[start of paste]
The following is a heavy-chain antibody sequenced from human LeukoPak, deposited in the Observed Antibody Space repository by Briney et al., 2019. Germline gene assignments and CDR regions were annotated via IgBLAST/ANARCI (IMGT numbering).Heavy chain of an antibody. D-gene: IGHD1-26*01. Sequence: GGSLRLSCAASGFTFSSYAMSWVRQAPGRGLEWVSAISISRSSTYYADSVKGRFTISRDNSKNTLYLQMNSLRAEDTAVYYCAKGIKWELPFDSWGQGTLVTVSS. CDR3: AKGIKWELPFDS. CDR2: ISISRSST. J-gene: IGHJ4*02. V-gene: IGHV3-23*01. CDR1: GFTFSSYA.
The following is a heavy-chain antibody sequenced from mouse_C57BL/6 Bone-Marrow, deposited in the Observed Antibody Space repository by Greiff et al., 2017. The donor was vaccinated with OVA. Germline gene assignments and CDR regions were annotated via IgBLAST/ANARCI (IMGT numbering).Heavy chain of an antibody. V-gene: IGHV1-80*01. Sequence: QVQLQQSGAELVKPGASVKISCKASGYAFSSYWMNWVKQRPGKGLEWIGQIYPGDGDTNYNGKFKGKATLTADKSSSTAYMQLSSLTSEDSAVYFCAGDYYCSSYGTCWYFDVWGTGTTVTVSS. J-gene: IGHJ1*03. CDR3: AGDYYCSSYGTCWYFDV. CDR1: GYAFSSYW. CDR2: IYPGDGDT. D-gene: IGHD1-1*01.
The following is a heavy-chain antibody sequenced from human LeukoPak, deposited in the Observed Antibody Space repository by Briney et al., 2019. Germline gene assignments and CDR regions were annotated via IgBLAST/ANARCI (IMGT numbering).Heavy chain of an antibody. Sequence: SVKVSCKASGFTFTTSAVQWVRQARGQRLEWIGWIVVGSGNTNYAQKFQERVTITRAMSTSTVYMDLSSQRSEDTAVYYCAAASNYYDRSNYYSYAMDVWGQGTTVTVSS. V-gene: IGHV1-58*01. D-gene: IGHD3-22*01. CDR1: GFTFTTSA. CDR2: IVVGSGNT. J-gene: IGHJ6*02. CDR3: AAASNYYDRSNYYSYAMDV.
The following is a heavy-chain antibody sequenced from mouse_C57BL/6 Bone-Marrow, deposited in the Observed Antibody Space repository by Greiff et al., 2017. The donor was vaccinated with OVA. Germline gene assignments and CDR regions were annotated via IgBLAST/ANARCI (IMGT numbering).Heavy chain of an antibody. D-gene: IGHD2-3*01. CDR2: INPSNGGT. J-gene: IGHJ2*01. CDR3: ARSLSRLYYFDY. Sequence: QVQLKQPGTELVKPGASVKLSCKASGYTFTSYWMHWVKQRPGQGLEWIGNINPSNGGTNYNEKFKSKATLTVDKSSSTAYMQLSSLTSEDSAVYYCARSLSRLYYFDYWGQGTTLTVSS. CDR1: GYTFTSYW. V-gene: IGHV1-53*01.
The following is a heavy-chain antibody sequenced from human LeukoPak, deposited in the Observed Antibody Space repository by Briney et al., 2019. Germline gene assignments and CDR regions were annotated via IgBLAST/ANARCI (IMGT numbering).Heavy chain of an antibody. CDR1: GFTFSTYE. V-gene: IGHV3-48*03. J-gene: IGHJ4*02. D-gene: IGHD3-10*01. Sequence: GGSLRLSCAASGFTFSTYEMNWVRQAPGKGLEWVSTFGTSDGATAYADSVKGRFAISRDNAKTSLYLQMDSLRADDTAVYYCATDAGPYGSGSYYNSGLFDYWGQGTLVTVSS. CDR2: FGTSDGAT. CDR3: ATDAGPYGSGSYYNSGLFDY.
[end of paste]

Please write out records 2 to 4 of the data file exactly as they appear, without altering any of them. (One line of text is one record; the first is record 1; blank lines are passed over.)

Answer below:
The following is a heavy-chain antibody sequenced from mouse_C57BL/6 Bone-Marrow, deposited in the Observed Antibody Space repository by Greiff et al., 2017. The donor was vaccinated with OVA. Germline gene assignments and CDR regions were annotated via IgBLAST/ANARCI (IMGT numbering).Heavy chain of an antibody. V-gene: IGHV1-80*01. Sequence: QVQLQQSGAELVKPGASVKISCKASGYAFSSYWMNWVKQRPGKGLEWIGQIYPGDGDTNYNGKFKGKATLTADKSSSTAYMQLSSLTSEDSAVYFCAGDYYCSSYGTCWYFDVWGTGTTVTVSS. J-gene: IGHJ1*03. CDR3: AGDYYCSSYGTCWYFDV. CDR1: GYAFSSYW. CDR2: IYPGDGDT. D-gene: IGHD1-1*01.
The following is a heavy-chain antibody sequenced from human LeukoPak, deposited in the Observed Antibody Space repository by Briney et al., 2019. Germline gene assignments and CDR regions were annotated via IgBLAST/ANARCI (IMGT numbering).Heavy chain of an antibody. Sequence: SVKVSCKASGFTFTTSAVQWVRQARGQRLEWIGWIVVGSGNTNYAQKFQERVTITRAMSTSTVYMDLSSQRSEDTAVYYCAAASNYYDRSNYYSYAMDVWGQGTTVTVSS. V-gene: IGHV1-58*01. D-gene: IGHD3-22*01. CDR1: GFTFTTSA. CDR2: IVVGSGNT. J-gene: IGHJ6*02. CDR3: AAASNYYDRSNYYSYAMDV.
The following is a heavy-chain antibody sequenced from mouse_C57BL/6 Bone-Marrow, deposited in the Observed Antibody Space repository by Greiff et al., 2017. The donor was vaccinated with OVA. Germline gene assignments and CDR regions were annotated via IgBLAST/ANARCI (IMGT numbering).Heavy chain of an antibody. D-gene: IGHD2-3*01. CDR2: INPSNGGT. J-gene: IGHJ2*01. CDR3: ARSLSRLYYFDY. Sequence: QVQLKQPGTELVKPGASVKLSCKASGYTFTSYWMHWVKQRPGQGLEWIGNINPSNGGTNYNEKFKSKATLTVDKSSSTAYMQLSSLTSEDSAVYYCARSLSRLYYFDYWGQGTTLTVSS. CDR1: GYTFTSYW. V-gene: IGHV1-53*01.